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Obama vs Rush: Round 2

The opinions expressed by columnists are their own and do not necessarily represent the views of

President Barack Obama is naming names in his second term when it comes to his un-preferred media, something he generally farmed out to White House staff and political surrogates during the first term.


The president, in a recent interview with The New Republic, found scapegoats for Washington gridlock.

“One of the biggest factors is going to be how the media shapes debates,” Obama told TNR. “If a Republican member of Congress is not punished on Fox News or by Rush Limbaugh for working with a Democrat on a bill of common interest, then you’ll see more of them doing it.”

In the last White House press conference of his first term – one week before his second inauguration – Obama didn’t name names, but was clearly expressing the same sentiment when talking about the GOP’s “preferred” media.

“I think there are a lot of Republicans at this point that feel that given how much energy has been devoted in some of the media that’s preferred by Republican constituencies to demonize me, that it doesn't look real good socializing with me,” Obama told reporters.

Two days later, he unveiled his gun control agenda, and spoke about “pundits” among others “warning of a tyrannical, all-out assault on liberty -- not because that’s true, but because they want to gin up fear or higher ratings or revenue for themselves.”

Time will tell if this is foreshadowing for the second term of a willingness to go all out against talk radio and other pundits he might consider obstructionist to his progressive agenda. But at least three clear cut statements in two weeks does not seem coincidental.


Just as the first inaugural address was not the unabashed progressive dogma of the second, the president did not directly engage conservative pundits in the first term.

For his part, Limbaugh scoffed at the argument.

“If it’s Fox News and me -- your harmless, lovable, little fuzzball host -- as the only things keeping the Republicans from finding meaning in life, by joining the Democrats, I'm not paid enough,” Limbaugh said. “I’m it. If I’m the last line, if I’m the bulwark.”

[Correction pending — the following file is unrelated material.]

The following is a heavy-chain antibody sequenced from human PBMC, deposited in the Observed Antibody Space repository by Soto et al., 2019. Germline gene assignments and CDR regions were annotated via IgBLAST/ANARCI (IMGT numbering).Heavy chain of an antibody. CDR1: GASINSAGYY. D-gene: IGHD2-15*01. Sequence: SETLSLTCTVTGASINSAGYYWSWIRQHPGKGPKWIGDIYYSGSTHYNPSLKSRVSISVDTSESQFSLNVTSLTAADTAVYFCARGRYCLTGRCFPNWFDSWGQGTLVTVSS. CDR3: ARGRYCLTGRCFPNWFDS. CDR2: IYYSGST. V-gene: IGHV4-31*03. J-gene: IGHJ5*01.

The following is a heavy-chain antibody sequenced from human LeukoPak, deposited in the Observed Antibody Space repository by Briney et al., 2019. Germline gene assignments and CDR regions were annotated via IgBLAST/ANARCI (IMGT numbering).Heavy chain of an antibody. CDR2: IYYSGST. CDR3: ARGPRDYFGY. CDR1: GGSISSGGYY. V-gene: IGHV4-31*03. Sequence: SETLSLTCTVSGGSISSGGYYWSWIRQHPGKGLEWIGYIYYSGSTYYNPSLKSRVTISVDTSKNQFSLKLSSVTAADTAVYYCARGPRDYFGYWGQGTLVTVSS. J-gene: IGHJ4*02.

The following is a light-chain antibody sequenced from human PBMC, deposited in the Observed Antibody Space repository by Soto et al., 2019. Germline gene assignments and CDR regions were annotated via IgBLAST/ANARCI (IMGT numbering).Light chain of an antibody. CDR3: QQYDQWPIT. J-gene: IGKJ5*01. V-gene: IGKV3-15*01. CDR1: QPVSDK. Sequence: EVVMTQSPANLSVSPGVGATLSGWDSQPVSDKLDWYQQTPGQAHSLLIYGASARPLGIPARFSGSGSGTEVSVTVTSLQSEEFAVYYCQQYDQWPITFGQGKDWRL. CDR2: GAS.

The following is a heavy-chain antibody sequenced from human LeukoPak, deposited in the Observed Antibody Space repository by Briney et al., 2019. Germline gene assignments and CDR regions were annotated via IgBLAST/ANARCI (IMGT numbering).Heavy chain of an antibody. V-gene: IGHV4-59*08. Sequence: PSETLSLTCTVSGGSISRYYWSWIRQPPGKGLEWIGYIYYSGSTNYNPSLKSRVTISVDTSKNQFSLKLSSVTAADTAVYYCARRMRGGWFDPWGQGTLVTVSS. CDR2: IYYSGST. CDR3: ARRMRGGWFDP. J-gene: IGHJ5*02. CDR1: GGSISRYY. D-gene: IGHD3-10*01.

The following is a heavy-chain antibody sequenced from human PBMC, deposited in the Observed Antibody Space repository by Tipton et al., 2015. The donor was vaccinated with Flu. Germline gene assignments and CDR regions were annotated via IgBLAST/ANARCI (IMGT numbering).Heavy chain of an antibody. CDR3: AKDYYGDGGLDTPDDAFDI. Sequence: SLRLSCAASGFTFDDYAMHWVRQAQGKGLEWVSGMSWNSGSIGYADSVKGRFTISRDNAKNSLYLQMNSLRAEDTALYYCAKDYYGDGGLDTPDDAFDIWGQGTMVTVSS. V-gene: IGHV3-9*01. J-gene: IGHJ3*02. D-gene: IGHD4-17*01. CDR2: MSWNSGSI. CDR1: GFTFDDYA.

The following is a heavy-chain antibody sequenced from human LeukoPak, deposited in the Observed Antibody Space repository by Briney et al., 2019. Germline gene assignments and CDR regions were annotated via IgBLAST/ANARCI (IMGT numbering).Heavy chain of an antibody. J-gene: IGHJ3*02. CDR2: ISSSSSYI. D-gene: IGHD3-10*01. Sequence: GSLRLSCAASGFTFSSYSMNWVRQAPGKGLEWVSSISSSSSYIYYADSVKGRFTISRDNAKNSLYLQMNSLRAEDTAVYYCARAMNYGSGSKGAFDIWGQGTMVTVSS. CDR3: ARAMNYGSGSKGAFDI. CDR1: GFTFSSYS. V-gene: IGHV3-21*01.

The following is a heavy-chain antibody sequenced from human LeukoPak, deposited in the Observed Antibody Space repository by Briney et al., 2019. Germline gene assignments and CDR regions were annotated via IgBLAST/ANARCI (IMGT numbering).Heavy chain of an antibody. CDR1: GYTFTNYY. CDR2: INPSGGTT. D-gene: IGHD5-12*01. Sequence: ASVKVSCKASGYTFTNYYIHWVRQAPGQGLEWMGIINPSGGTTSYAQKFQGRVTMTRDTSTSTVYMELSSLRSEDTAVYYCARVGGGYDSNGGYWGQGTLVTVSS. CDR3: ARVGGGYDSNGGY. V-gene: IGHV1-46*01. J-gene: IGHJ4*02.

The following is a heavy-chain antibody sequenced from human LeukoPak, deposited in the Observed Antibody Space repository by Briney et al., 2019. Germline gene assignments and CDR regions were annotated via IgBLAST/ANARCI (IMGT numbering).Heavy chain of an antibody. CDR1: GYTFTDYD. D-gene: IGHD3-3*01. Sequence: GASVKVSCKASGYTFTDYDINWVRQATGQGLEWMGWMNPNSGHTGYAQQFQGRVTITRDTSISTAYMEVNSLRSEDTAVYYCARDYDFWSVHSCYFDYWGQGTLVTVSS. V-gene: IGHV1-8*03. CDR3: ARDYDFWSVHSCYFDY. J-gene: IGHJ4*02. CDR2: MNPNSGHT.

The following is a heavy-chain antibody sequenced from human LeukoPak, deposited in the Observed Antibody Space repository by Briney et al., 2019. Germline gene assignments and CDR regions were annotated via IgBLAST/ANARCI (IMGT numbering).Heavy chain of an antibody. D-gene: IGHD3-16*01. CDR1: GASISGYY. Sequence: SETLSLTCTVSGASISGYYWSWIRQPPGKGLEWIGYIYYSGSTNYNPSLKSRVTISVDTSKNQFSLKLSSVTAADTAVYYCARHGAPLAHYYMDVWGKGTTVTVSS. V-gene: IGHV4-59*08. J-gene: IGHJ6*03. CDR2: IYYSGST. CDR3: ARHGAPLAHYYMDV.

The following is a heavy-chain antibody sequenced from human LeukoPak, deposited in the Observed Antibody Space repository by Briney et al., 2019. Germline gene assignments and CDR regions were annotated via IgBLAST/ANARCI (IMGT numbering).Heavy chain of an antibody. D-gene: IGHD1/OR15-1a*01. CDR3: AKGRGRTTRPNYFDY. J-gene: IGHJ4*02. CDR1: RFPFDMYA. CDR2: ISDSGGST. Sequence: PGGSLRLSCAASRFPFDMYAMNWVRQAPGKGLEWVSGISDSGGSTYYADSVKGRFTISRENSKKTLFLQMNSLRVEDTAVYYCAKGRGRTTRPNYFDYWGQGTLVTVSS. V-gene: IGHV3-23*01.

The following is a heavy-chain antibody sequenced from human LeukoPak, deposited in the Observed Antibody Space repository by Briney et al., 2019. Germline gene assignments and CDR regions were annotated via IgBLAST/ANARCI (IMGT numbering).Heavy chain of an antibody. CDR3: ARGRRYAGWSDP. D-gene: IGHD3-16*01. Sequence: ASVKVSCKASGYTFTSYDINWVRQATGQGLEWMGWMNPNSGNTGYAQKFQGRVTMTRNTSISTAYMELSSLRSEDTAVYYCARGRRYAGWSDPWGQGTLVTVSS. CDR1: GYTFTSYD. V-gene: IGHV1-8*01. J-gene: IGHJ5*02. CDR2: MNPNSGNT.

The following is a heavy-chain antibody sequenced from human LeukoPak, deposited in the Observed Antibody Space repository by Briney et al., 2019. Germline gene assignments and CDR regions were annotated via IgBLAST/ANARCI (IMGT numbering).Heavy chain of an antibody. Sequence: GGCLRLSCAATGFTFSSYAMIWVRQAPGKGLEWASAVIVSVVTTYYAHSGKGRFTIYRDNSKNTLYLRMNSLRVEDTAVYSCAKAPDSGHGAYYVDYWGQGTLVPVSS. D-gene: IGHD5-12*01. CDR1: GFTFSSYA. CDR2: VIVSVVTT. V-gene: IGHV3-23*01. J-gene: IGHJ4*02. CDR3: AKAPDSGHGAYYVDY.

Calling Rush Limbaugh “the leader of the Republican Party” was later reported to be a Democratic strategy. But it was party surrogates and White House staff such as Robert Gibbs that pushed the phrase, never the president himself. Though there was a well-documented dustup between the White House and Fox News, the president kept his distance.

There is good reason for Obama and other Democratic politicians to go to war with talk radio, which has a history of blocking liberal legislation and influencing elections. Talk radio played a big role in driving voters in the congressional elections of 1994 and 2010, the recall election of California Gov. Gray Davis in 2003, blocking the immigration bill in 2007 and the rise of the Tea Party movement.

Interestingly enough, some in the GOP establishment are concerned these conservative talkers are as big a threat to the Republican Party’s electoral chances. Right after the November disaster, GOP strategist Steve Schmidt told Politico, “If you look at the Republican Party over the last couple of years, it is a tail-wag-the-dog story with the power and the influence of the conservative entertainment complex over elected leadership.”


Talk radio may indeed have influence, as listeners are very likely voters, according to the 2013 Talk Radio Research Project done each year by Talkers magazine. The survey found that 79 percent of talk radio listeners voted in the 2012 elections, far surpassing the general public. Moreover, it’s not a monolithic audience as 55 percent of the listeners identify themselves as independents, and just 42 percent identify themselves as either ultra-conservative or conservative.

Swing voters are generally not the highly engaged people who are repulsed or convinced by shows they’re unlikely to listen to. That said, the much-denounced entertaining and humor aspect of talk radio almost surely prompts some citizens to be engaged who previously were more apathetic. Given that talk radio is the only medium overwhelmingly controlled by the right, highlighting liberal failures, scandals and hypocrisy, it most definitely poses a bigger political problem for Democrats than the GOP.

That might be an incentive for Democrats to attack and reason for the Republican consultant class to focus their concerns elsewhere.

In a previous era National Review, Human Events and even The Wall Street Journal’s editorial page were not enough to match the New York Times-centric media universe of the three networks that shaped the political dialogue. By the early 1990s, Limbaugh had built an enormous audience that spawned an alternative media universe. To the degree politics has become more polarized, it is because there are two competing narratives where conservative candidates are not forced to debate entirely within the confines of the Times-centric boundaries.


Talk radio isn’t “running America,” as former Republican Sen. Trent Lott once griped. Nor is Limbaugh the “leader of the Republican Party.” If the first were true, Obama wouldn't be president. If the second were true, the last two GOP presidential nominees wouldn’t have been John McCain and Mitt Romney.

But we can definitively say the alternative media sphere was made possible largely by talk radio’s success, which has allowed more voices to be heard creating a livelier political dialogue. If he is looking for a fight, Obama may well find talk radio a tougher opponent than congressional Republicans.

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